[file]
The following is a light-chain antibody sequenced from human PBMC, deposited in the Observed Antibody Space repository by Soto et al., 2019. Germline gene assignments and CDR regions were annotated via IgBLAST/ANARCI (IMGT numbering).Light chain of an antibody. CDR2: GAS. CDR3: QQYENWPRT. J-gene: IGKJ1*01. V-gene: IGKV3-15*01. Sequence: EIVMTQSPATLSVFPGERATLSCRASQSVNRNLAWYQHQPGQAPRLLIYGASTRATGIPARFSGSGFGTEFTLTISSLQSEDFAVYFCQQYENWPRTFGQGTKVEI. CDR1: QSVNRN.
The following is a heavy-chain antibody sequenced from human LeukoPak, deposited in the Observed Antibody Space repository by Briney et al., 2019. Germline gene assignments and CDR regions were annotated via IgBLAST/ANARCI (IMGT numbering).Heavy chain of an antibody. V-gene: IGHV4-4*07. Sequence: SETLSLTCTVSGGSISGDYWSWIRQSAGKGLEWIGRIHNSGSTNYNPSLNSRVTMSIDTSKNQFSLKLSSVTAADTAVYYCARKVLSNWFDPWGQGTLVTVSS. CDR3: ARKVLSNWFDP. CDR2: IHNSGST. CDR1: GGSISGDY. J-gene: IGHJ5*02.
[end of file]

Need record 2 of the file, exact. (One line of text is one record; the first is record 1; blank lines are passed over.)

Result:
The following is a heavy-chain antibody sequenced from human LeukoPak, deposited in the Observed Antibody Space repository by Briney et al., 2019. Germline gene assignments and CDR regions were annotated via IgBLAST/ANARCI (IMGT numbering).Heavy chain of an antibody. V-gene: IGHV4-4*07. Sequence: SETLSLTCTVSGGSISGDYWSWIRQSAGKGLEWIGRIHNSGSTNYNPSLNSRVTMSIDTSKNQFSLKLSSVTAADTAVYYCARKVLSNWFDPWGQGTLVTVSS. CDR3: ARKVLSNWFDP. CDR2: IHNSGST. CDR1: GGSISGDY. J-gene: IGHJ5*02.